Tag Archives: friendship in adulthood

Dating in Later Life…for Friends

friendship

friendshipI went on a date recently. No, I wasn’t cheating on my husband. I was meeting a friend of a friend for coffee.

Much like real “set-ups,” I put this one off for a long time. Our mutual friend had introduced us months ago. And while I periodically emailed this woman – and she me – to try and find a convenient place and date, neither one of us really put much effort into it. The meeting languished on my “long” To Do list, falling somewhere between “polish silver jewelry” and “figure out religion.”

And then, one day, when I was scrolling through my email, I came across her name and thought: “What the heck?”

Finding Your Type

I’ve written before about how hard it can be to find your “type” when you’re dating for friends in adulthood.

On the surface, this lady I eventually met up with had everything going for her: she was a psycho-therapist (and we all know how I love a good therapist), she specialises in mid-life transitions (Hello!) and she was Jewish (Nuff’ said).

But, of course, people can look great on paper and still be total duds in real life. (I once went on a date with a guy in DC who seemed like reasonable enough boyfriend material, but who then spent the entire evening telling me how he’d been been listed as one of Washington’s 100 most powerful people. Right after telling me his salary and his work-out regime.) Blech.

Not so here. Within half an hour, this therapist and I began jointly analyzing the link between my being the youngest of four children and how that affects my attitudes towards my own kids’ sibling rivalry.

I knew I’d found my people. By the time we ordered our second pot of fresh mint tea, I was in love.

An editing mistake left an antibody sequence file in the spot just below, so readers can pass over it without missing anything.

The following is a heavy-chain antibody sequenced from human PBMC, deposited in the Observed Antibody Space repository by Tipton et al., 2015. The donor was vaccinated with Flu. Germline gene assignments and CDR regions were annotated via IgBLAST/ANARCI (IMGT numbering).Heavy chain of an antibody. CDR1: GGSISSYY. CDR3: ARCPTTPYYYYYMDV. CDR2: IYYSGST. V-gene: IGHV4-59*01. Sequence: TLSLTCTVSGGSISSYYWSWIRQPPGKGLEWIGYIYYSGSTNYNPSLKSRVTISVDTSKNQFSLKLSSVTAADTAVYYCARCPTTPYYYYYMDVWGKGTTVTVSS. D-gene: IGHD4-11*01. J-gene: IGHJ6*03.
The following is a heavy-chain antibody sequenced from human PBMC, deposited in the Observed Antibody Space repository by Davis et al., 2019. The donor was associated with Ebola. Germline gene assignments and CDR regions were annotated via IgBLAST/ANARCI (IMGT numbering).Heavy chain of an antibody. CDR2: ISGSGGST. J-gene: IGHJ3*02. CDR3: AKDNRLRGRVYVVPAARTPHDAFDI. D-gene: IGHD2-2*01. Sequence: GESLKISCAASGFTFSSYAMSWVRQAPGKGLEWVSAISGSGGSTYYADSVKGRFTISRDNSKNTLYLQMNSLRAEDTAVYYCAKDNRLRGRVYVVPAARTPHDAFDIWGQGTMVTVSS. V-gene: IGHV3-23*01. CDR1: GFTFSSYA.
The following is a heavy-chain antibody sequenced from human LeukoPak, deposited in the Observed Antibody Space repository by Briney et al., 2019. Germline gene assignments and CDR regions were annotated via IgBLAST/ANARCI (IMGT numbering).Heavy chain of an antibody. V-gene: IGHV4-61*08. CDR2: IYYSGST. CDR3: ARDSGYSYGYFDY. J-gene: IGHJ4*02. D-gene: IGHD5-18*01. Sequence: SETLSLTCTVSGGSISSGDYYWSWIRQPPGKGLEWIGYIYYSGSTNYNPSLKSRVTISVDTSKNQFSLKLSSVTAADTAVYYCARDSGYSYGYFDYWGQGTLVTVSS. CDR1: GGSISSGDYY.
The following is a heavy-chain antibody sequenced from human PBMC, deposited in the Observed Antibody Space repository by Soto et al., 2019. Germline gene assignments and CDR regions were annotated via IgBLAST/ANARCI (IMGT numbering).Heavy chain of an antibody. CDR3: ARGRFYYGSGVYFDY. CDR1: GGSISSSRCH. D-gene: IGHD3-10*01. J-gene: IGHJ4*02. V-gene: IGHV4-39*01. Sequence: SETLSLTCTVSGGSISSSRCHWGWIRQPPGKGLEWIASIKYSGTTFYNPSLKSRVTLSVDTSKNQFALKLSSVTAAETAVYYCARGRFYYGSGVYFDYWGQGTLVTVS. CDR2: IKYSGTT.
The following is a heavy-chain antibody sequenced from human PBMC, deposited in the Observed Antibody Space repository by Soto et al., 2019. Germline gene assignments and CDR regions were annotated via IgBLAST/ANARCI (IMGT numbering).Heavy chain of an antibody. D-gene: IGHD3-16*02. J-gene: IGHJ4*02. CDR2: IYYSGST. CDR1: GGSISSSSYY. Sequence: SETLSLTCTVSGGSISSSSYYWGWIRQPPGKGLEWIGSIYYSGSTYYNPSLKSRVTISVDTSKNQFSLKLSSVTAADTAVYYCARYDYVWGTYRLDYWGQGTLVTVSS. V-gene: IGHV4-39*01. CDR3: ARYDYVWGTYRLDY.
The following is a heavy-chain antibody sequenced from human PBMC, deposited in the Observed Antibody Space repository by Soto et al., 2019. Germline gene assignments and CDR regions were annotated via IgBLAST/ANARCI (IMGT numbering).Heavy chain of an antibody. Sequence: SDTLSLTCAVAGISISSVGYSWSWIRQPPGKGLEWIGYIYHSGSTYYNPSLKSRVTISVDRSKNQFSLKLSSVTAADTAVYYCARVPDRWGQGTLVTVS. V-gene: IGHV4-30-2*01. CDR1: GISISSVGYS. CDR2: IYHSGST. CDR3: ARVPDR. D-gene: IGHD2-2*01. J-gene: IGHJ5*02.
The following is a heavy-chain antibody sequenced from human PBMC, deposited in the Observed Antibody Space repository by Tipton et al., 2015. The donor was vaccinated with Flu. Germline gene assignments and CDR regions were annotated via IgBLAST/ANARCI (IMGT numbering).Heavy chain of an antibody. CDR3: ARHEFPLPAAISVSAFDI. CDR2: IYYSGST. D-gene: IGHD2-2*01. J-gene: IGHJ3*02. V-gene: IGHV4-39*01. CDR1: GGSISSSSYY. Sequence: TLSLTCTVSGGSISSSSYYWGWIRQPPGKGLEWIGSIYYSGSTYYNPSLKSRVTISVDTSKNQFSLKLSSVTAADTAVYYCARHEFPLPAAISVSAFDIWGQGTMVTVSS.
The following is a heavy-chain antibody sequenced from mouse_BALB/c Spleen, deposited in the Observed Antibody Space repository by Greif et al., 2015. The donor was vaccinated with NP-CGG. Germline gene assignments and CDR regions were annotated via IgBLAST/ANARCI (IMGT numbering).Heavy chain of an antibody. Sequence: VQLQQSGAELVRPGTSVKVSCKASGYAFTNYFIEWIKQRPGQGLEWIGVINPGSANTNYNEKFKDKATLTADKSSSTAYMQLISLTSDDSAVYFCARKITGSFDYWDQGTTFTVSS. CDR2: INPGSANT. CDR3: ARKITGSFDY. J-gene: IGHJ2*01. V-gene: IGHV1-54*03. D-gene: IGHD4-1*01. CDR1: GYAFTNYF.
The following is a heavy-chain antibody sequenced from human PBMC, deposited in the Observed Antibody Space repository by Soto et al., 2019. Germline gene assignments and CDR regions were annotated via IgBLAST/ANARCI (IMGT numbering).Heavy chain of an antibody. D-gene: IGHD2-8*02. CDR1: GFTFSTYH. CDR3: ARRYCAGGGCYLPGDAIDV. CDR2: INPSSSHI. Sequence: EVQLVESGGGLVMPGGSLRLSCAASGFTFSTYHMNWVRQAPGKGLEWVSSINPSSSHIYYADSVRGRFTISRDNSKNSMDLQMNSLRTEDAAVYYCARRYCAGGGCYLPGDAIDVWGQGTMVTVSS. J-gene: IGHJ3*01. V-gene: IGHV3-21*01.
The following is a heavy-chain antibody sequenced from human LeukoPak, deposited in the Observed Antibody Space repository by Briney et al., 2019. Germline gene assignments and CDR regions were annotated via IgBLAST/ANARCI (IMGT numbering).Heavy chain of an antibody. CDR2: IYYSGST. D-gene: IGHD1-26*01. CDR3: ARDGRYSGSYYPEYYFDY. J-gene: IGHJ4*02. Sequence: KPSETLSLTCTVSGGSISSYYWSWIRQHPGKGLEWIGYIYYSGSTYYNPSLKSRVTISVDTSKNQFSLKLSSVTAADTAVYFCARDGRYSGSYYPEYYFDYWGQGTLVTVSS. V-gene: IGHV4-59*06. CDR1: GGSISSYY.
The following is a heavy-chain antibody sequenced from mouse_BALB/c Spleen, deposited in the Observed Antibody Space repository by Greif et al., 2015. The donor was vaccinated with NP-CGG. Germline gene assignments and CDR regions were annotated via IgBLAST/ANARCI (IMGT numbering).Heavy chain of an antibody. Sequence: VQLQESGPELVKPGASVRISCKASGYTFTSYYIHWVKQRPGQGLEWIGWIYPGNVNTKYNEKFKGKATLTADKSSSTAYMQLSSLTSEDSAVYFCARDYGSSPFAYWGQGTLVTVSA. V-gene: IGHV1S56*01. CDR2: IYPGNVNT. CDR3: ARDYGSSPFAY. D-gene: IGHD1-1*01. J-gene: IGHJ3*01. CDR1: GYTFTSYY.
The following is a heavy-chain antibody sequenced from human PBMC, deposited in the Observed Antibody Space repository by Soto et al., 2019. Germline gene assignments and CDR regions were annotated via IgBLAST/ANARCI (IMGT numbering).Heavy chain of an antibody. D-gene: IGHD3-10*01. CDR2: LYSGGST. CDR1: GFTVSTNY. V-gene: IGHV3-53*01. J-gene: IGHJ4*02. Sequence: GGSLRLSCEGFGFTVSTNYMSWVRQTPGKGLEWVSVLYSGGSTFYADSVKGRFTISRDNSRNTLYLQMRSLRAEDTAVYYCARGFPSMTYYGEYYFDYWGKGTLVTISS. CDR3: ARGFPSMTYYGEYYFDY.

Why Real Life Friendships Matter

In the hyper-connected world which we all inhabit these days, it’s easy to fall back on virtual friends.  I, myself, have made loads of friends Online over the years. Some of those friendships have now claimed a seat at the table on my personal Board of Directors. Others are people I simply enjoy catching up with from time to time on Facebook.

But the internet can’t yield the sort of benefits that derive from close, real-life friendships. Research shows that having robust, diverse social relationships can have a host of wellness benefits, including longevity, happiness and professional success.

And it’s not just close friends who matter, either. The New York Times recently published an article on the importance of loose ties. The thrust of the article was that by cultivating low-level friendships at places we frequent – whether churches, bars or PTA meetings – we become less lonely and more empathetic. These “low stakes” friendships are also a fantastic source of recommendations for everything from hair salons to accountants.

The Value of Friendship

In a compelling column in 2014, New York Times columnist David Brooks declared that if someone magically gave him $500 million, he’d use it to foster adult friendships. His vision was sort of like a giant summer camp, composed of grown-ups drawn from all different backgrounds. Brooks believes that having close friends helps you make better decisions, adhere to a higher standard of behavior, and – ultimately – be more authentic.

I’m totally with him. I’m not sure I’ve got the cash right now to go to camp. But I do know that I need to keep putting myself out there, meeting new people, and soldering old ties.

In the meantime, I’m having dinner next month with my new Bestie. She’s bringing her husband and I’m bringing mine.

Who knows? Maybe they’ll become friends too.

Image: Backlit Dawn Foggy Friendship by Helen Lopes via Pexels

Friday Pix: Recommended Reading For The Weekend

On occasional Fridays, I point you towards some recommended reading around the blogosphere:

a. One of my favorite new (to me) websites is The Conversation, whose tagline “Academic Rigor, Journalist Flair” had me from “Hello.” Check out this fantastic post on why zebras aren’t like horses. (“They look like stripey horses so why can’t we ride them?”)